March 4, 2013 / 12:36 PM / 5 years ago

UPDATE 4-Hecla to buy Aurizon Mines to gain access to Quebec gold mine

* Hecla says the deal will expand gold production

* Offer price of C$4.75/shr is at 9 pct premium to Aurizon’s Friday closing

* Combined company expected to have market value of about $1.64 bln

* Deal likely to close in second quarter of 2013

* Alamos says will not raise offer for Aurizon Mines

* Hecla shares rise 1 pct after market; Aurizon closes up 3 pct (Adds comments from Alamos statement, updates share movement)

By Bhaswati Mukhopadhyay

March 4 (Reuters) - U.S. silver miner Hecla Mining Co agreed to buy Aurizon Mines Ltd for about C$796 million ($774 million) to ramp up its gold production, topping an unsuccessful bid by the Canadian company’s largest shareholder.

The deal will give Hecla control of Aurizon’s Casa Berardi mine in Quebec, expected to add 125,000-130,000 ounces of gold this year.

“We are focusing on growing silver production but with the dearth of quality silver projects and mines we continue to invest in gold projects,” Hecla Chief Executive Phillips Baker said on a conference call.

“We have taken this transaction to expand gold production.” Hecla has been producing gold for more than 30 years.

Hecla, the second-largest U.S. silver miner by output, operates two silver mines — Greens Creek mine in Alaska and Lucky Friday mine in Idaho — and has exploration and pre-development properties in the United States and Mexico.

Hecla’s total gold production was 55,496 ounces of gold in the year ended Dec. 31, 2012.

Baker said Casa Berardi has been on Hecla’s radar since 2006 when Aurizon was developing the underground infrastructure to mine the ore body. He said the Casa Berardi mine has the same characteristics as Lucky Friday and Greens Creek.

“There is a huge amount of parallels between the two companies,” Baker said in an interview with Reuters on the sidelines of the PDAC mining convention in Toronto.

“You are talking about companies that are both low volume, high-value underground mines. The mining techniques that are used are very similar, the expertise that is needed is very similar and so there’s a lot of opportunities to move both companies’ assets forward in a more efficient, better manner.”

Aurizon in January rejected an unsolicited takeover offer of C$4.65 per share from Alamos Gold Inc, which already owns more than 16 percent of the company. Alamos’s offer expires on March 5.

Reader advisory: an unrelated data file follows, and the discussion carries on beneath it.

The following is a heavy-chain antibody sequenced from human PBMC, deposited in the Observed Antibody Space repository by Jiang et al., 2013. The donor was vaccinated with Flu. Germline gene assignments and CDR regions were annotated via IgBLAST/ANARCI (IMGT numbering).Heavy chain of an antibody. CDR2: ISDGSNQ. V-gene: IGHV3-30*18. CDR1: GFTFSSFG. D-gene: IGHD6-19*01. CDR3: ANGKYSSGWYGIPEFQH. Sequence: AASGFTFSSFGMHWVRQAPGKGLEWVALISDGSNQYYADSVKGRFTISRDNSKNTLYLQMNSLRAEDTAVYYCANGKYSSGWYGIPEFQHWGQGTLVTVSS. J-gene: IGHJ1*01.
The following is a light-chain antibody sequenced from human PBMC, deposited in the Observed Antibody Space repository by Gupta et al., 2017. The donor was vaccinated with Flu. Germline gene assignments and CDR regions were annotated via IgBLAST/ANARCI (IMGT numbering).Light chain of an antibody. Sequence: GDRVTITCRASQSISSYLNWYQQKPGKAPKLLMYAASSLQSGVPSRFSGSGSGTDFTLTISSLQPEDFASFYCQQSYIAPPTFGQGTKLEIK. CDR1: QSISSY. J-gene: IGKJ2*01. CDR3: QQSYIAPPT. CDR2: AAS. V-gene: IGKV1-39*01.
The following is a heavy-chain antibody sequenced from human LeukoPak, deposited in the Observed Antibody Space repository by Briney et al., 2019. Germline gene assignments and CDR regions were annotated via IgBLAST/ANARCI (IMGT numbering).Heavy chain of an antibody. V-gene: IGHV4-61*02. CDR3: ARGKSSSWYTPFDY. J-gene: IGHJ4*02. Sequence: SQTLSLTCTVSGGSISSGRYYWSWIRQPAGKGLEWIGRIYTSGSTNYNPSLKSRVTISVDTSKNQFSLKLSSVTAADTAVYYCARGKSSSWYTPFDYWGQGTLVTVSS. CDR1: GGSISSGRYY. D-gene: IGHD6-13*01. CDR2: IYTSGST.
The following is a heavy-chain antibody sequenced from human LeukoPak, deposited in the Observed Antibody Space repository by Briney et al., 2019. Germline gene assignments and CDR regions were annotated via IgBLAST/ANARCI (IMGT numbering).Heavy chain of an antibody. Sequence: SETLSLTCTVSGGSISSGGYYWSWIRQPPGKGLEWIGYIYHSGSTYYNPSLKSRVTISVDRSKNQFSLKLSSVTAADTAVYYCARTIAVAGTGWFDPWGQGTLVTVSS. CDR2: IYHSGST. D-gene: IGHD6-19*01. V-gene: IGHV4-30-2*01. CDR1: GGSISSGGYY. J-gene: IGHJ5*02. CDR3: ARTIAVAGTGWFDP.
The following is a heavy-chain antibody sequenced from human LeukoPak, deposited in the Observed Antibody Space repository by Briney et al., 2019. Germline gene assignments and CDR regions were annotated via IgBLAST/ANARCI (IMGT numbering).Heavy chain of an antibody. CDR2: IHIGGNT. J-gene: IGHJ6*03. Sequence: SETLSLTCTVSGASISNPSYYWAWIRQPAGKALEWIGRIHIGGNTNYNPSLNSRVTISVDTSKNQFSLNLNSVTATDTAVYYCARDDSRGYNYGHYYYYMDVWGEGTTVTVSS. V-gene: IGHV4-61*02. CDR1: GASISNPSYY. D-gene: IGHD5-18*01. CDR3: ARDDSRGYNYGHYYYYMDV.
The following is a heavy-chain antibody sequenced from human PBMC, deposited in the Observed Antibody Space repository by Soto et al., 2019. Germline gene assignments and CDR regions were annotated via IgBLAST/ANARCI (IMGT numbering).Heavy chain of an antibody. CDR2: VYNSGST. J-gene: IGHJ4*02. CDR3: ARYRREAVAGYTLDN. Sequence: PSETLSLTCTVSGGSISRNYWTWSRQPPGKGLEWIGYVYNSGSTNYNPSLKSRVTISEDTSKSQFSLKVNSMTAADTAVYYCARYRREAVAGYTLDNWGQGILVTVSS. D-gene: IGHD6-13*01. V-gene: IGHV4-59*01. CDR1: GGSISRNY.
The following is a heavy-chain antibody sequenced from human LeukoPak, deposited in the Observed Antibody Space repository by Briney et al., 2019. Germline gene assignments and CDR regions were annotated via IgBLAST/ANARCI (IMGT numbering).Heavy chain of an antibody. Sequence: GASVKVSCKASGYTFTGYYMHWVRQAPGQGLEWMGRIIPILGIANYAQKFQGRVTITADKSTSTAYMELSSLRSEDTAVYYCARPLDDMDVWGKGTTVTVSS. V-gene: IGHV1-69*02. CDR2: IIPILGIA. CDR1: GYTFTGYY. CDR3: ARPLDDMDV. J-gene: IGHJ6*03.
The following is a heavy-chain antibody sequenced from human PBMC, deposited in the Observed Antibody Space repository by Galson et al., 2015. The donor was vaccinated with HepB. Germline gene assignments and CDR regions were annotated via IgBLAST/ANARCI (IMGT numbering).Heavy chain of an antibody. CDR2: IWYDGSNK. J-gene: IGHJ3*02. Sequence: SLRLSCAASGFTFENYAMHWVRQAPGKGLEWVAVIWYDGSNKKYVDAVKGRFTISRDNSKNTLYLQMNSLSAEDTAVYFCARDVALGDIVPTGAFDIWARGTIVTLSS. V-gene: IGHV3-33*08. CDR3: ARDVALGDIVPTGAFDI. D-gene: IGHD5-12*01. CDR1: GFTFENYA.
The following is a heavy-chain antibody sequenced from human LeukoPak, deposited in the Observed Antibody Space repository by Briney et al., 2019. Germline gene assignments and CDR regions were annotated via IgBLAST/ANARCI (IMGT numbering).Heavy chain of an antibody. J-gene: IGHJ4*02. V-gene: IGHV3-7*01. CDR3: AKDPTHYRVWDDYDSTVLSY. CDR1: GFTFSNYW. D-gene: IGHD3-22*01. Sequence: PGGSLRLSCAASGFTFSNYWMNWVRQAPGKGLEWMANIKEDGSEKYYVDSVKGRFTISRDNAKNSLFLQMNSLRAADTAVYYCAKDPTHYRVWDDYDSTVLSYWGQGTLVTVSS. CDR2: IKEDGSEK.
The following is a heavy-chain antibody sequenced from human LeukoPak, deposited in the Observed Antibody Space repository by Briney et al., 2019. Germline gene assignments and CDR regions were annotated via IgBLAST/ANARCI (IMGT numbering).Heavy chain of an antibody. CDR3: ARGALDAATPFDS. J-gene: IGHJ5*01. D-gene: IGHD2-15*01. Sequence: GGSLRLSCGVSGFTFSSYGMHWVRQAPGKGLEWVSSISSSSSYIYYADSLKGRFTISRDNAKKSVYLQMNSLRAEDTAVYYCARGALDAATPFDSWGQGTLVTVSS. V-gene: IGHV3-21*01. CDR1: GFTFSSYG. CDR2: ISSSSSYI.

Alamos, the largest single shareholder in Aurizon, said it would not raise its offer and encouraged Aurizon’s shareholders to continue tendering their shares until the deadline.

“The company that would be created by the combination of Alamos and Aurizon represents far greater value than the highly-leveraged, hedged, debt-laden, financially constrained company proposed by the Aurizon board through the Hecla merger,” Alamos Chief Executive John McCluskey said in a statement late on Monday.

Hecla shares were up 1 percent at $4.10 after the bell. They closed at $4.07 on the New York Stock Exchange. Aurizon’s stock, which has gained 28 percent since the Alamos offer in January, closed up 3 percent at C$4.49 on the Toronto Stock Exchange.

Alamos shares closed about 1 percent higher at C$14.24 on the Toronto Stock Exchange on Monday.


Hecla’s C$4.75-per-share offer to acquire Aurizon represents a 9 percent premium to Aurizon’s Friday close of C$4.35 on the Toronto Stock Exchange.

“It is a white knight offer. The advantage for Hecla is that it is a friendly offer. It is a superior offer on a cash basis — $514 million versus Alamos’s $305 million maximum cash component. In this market, I suppose, the more the cash the more certainty of the offer,” analyst Steven Butler of Canaccord Genuity said.

Aurizon said last month it was in talks with a number of potential buyers.

“Given Hecla’s premium offer as well as cash consideration, break fee and Hecla’s right to match, we don’t believe Alamos will make a counter-offer for Aurizon,” analyst Dan Rollins of RBC Capital Markets said.

The agreement gives Hecla the right to match any competing offer and requires Aurizon to pay a termination fee of C$27.2 million.

Thomson Reuters StarMine’s intrinsic valuation suggests Aurizon’s stock should be trading at C$3.34, compared with the offer price of C$4.75 and Friday’s closing price of C$4.35.

StarMine’s model takes into account analyst estimates for growth, usually over five years, and then models the typical growth trajectory of companies over a longer period of time.


Hecla said the combined company is expected to have a market capitalization of about $1.64 billion and will have 150 million ounces of silver reserves and 2.21 million ounces of gold reserves.

Under the deal terms, each holder of Aurizon may elect to receive either C$4.75 in cash or 0.9953 of a Hecla share.

The transaction, expected to close in the second quarter of 2013, will be fully financed and will not require the approval of Hecla shareholders.

Hecla, which has been mining precious metals for over 120 years, said it has received a commitment for a $500 million financing from the Bank of Nova Scotia.

BofA Merrill Lynch was financial adviser to Hecla, while Cassels Brock & Blackwell LLP was its Canadian counsel. ($1 = 1.0280 Canadian dollars) (Additional reporting by Julie Gordon in Toronto and Garima Goel in Bangalore; Editing by Supriya Kurane, Roshni Menon)

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